Sorting Through Sophistries
A Pair of Pseuds

By Gabriel Blanchard

To err is human; to forgive is divine; logically, then, it must be diabolical to subalternate.

Last week we discussed fallacies of ambiguity. These include equivocation, fallacious prosody, the motte-and-bailey, moving the goalposts—all sorts of things that sound like you’ve broken an obscure rule of croquet and have a maiden aunt yelling at you for it. They form a subcategory of what we called fallacies of lexis, in which fallacious-ness is due to a problem in the mechanics of what is said: the flaw may lie in the grammar, the syntax, even the stress.

We now pass to a second subcategory within fallacies of lexis. To explain it properly, we’ll need to talk a little bit first about the square of opposition.

E-I, E-I-O

The square of opposition describes the logical relationships between the four categorical statements. These are statements about kinds of things, and how they do, or do not, relate to each other. In our introduction to this series, we gave examples of syllogisms made up of categorical statements, such as the classic:

All cats have four legs.
My dog has four legs.
 Therefore, my dog is a cat.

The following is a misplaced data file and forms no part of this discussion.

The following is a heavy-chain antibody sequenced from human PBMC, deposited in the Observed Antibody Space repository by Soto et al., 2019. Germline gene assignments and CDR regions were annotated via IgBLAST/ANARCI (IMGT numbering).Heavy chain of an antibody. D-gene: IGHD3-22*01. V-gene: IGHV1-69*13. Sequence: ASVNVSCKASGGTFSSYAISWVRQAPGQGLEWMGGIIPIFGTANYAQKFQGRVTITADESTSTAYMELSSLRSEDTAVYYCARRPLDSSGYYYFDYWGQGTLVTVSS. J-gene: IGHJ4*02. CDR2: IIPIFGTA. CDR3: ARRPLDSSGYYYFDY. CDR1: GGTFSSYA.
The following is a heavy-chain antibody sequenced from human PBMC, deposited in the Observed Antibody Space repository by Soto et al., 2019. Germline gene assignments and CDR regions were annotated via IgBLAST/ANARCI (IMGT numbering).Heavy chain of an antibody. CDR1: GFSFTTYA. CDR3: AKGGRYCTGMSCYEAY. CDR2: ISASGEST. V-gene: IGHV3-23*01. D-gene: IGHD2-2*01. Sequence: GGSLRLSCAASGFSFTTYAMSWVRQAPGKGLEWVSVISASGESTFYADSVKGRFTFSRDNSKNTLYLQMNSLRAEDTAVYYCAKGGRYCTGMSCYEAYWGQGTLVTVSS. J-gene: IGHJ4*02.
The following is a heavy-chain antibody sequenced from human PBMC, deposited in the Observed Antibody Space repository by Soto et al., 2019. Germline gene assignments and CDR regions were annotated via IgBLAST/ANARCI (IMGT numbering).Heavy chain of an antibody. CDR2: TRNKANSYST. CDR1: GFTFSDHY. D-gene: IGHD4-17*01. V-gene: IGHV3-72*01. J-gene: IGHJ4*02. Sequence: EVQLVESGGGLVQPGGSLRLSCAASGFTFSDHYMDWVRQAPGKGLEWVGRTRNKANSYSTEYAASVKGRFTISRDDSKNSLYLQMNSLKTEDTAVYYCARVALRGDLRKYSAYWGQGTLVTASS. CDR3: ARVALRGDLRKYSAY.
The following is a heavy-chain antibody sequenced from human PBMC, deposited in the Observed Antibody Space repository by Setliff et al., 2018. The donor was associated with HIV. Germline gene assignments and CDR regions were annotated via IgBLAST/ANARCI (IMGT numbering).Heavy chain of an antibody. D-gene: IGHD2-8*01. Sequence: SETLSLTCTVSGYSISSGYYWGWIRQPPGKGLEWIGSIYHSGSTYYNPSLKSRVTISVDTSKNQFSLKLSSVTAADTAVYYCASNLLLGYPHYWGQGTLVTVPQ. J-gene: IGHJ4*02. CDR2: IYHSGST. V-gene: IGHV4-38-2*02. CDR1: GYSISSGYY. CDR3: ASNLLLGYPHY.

For the purposes of making a syllogism, there are four kinds of categorical statements. They are traditionally named* as follows

  1. The A statement, or universal affirmative: “All X are Y”
  2. The I statement, or particular affirmative: “Some X are Y”
  3. The E statement, or universal negative: “No X are Y”
  4. The O statement, or particular negative: “Some X are Y”

The square of opposition is, more or less, a map of how these four statements relate to each other logically; universal statements go at the upper corners, affirmatives at the left-hand corners, the diagonals of the square represent simple contradictions, etc.; we don’t need to get into all that here. All we need to talk about is a type of inference the square of opposition allows us to make, known as subalternation.**

Alternations and Contradictions

That phrase may sound intimidating, but the way it works is fairly simple. It comes in two types: subalternation, and superalternation. The first word sounds a little less silly, so let’s begin there.

Subalternation means making deductions from universals about particulars. If an A statement is true, then we know—by definition—that an I statement about the same things is also true; if all cats are animals, then any specific cat must also be an animal (as long as no one sneakily equivocates about their terms). The same goes for the negatives: if the E statement is true, the O is necessarily true as well. If no dogs are cats, then this six-puppy litter over here, which consists in some of the dogs that exist, consists in six non-cats.